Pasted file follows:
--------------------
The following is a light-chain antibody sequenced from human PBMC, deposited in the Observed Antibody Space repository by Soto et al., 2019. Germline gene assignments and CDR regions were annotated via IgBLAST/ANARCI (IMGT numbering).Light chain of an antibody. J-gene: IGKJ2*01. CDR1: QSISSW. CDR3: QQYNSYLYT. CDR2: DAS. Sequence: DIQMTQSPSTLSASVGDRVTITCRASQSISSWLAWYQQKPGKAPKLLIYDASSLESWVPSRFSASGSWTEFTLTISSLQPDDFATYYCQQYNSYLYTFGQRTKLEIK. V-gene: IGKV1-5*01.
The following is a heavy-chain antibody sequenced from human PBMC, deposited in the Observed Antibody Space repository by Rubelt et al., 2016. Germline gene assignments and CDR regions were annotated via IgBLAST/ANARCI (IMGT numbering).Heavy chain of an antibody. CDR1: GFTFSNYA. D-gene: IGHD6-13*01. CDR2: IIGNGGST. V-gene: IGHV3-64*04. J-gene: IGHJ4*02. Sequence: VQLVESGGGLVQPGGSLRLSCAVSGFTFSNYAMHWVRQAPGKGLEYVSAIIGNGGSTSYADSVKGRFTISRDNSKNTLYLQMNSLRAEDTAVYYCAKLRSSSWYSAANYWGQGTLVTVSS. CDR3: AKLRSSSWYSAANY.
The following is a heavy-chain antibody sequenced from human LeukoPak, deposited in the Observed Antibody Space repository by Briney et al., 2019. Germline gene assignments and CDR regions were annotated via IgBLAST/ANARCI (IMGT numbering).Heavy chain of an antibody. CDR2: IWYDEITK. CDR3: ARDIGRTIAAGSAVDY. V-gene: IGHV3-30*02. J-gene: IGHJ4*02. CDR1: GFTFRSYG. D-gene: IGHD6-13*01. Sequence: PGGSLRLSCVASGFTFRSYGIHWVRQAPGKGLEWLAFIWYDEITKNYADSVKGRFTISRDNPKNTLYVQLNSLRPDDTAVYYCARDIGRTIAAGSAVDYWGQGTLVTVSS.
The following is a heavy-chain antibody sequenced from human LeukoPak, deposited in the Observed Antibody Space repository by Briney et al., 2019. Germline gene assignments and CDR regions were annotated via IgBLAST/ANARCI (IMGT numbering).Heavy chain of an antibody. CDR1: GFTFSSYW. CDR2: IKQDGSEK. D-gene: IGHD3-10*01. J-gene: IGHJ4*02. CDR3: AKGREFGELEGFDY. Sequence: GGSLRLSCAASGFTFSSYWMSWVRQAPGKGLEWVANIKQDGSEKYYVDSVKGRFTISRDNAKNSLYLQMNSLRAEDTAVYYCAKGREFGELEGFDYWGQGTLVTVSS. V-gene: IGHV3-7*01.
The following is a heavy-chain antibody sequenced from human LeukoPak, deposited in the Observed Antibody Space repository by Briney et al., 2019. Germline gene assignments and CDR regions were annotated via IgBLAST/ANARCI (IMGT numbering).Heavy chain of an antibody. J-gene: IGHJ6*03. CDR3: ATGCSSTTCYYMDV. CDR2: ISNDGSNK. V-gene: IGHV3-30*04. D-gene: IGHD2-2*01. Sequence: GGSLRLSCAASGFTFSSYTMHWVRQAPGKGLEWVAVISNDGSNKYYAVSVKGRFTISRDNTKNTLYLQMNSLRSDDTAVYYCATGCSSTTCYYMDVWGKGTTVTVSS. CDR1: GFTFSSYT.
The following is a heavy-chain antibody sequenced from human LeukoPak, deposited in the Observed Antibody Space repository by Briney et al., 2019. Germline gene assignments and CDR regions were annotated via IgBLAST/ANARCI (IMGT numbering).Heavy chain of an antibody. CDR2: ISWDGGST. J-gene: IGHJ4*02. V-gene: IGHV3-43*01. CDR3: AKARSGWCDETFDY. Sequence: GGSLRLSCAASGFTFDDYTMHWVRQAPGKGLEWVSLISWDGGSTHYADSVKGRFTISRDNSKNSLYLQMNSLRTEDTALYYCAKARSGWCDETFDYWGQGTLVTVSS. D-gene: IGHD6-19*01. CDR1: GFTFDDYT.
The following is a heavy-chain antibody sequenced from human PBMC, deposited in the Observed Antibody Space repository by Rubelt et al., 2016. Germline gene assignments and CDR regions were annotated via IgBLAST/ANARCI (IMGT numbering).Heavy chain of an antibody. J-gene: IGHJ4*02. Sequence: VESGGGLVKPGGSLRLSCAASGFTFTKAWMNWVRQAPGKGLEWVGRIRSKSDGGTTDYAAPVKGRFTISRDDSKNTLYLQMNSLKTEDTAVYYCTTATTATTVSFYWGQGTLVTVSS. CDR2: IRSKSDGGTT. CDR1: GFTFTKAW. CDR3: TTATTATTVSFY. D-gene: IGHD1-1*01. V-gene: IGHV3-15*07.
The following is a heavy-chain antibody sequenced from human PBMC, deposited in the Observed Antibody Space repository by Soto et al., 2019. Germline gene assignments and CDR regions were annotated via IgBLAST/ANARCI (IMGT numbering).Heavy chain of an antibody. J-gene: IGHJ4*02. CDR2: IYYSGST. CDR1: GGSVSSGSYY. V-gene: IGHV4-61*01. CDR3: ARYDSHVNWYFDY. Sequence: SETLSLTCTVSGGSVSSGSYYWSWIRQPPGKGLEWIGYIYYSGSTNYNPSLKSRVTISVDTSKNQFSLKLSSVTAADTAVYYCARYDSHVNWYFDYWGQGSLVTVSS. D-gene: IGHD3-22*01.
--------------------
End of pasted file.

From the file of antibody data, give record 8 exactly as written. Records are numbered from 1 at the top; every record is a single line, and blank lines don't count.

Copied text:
The following is a heavy-chain antibody sequenced from human PBMC, deposited in the Observed Antibody Space repository by Soto et al., 2019. Germline gene assignments and CDR regions were annotated via IgBLAST/ANARCI (IMGT numbering).Heavy chain of an antibody. J-gene: IGHJ4*02. CDR2: IYYSGST. CDR1: GGSVSSGSYY. V-gene: IGHV4-61*01. CDR3: ARYDSHVNWYFDY. Sequence: SETLSLTCTVSGGSVSSGSYYWSWIRQPPGKGLEWIGYIYYSGSTNYNPSLKSRVTISVDTSKNQFSLKLSSVTAADTAVYYCARYDSHVNWYFDYWGQGSLVTVSS. D-gene: IGHD3-22*01.